There has been some tremendous progress in Illinois on this front in recent years, but we’re still just scratching the surface of what is needed for the courts to fulfill their core role in ensuring access to justice, and we need to double down on these efforts.
Legal aid and pro bono
As noted in the equity framework discussion above, a continuum of civil legal aid options should be available to people in need depending on the level of assistance appropriate for their case, and while there have been noteworthy recent improvements, we remain a long way from providing sufficient funding for the legal aid system. Proper investment in public defense for criminal matters and in the government legal offices who represent the community (e.g., state’s attorneys, attorney general) as well as the nonprofit public interest organizations who advocate on behalf of vulnerable groups is also necessary.
Along with properly investing in the lawyers to do this work, we also should continue to build on the experience of other professions and expand the ways that other advocates and legal professionals can appropriately play a role in the delivery of legal services.
And finally, while it can never replace proper investment in the above services, pro bono plays a key supplementary role and is an integral part of the broader solution as well.
Market-based legal services and Technology
Our third and final prong that is integral to the solution is technology and market-based services for people of all incomes. While these are distinct strategies for reaching access to justice and there is a lot of good happening on these fronts already, they are on the same leg of our access to justice stool because our outdated regulatory structure for the legal profession and the delivery of legal services–the Rules of Professional Conduct–is artificially restraining both from reaching their full potential. The status quo on this front is the ultimate lose-lose for our profession and access to justice, and our Rules need to catch up to modern times for all concerned.
Market-based legal services
While access to justice conversations tend to focus on the needs of the most vulnerable l people in our community, the problem extends well into the middle class. When everyday people cannot afford lawyers when they need them, as is increasingly true today, it leaves a huge gap in access. Somewhere between 40%- 60% of our community falls into this category of making too much to qualify for already overstretched free legal aid but not enough to afford prevailing law firm rates.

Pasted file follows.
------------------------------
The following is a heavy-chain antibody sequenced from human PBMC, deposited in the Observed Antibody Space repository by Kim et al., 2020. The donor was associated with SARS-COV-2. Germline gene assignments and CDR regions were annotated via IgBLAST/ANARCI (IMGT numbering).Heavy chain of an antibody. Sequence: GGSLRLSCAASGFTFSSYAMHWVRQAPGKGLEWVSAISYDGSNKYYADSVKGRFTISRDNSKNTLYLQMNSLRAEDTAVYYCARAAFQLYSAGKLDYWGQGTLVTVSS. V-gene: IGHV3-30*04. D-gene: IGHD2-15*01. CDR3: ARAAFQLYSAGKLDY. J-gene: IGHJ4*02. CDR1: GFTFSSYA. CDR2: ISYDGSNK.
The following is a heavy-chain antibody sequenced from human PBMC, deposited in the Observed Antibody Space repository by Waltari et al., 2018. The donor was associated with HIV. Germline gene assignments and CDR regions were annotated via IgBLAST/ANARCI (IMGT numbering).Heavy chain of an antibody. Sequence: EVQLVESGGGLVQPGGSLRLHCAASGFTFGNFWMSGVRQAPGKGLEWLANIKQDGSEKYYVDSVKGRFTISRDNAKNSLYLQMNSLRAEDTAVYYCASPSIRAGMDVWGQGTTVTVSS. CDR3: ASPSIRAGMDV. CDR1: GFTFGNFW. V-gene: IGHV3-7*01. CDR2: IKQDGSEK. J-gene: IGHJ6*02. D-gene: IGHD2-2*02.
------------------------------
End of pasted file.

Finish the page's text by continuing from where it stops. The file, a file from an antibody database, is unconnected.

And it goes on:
While there is more that lawyers can do on their own to meet these needs, the fundamental problem is that our regulatory structure essentially confines lawyers and the public to the traditional law firm model when a range of business models is needed to meet the needs of the market in today’s omnichannel world. Other professions are way ahead of us in this regard, and lawyers should have similar options. In addition, we need to invest in more subsidized market services that are available on a sliding scale basis for people who are at the early part of the middle-income spectrum, as we do with the health care marketplace.
It is hardly news anymore that people of all incomes want and increasingly will use technology-based solutions in most every part of their lives, and legal help is no different. While it is clearly not appropriate for every kind of legal issue or every aspect of that issue, we know that people can benefit from technology-based solutions on a broad range of legal issues and they want access to those options, especially for what they perceive as lower stakes or simpler aspects of their legal problems.
Unfortunately, our current regulatory system gives people little guidance on whether these are good legal products or appropriate solutions for their legal issues. We can and need to do better, and more to come on how we can do that in a future post.
The Road Ahead
Anyone who has worked around these issues for even a minute knows we are a long way from achieving our ideal fair and accessible justice system for all. However, with a realistic definition and a commitment to the multi-pronged strategy to achieve it, we can see an attainable path to access to justice for all. Thanks to the strong support of Chicago’s legal community and our many dedicated partners, the CBF is more invested than ever in helping blaze this trail forward in the coming year and beyond and we look forward to continuing to work together to do just that.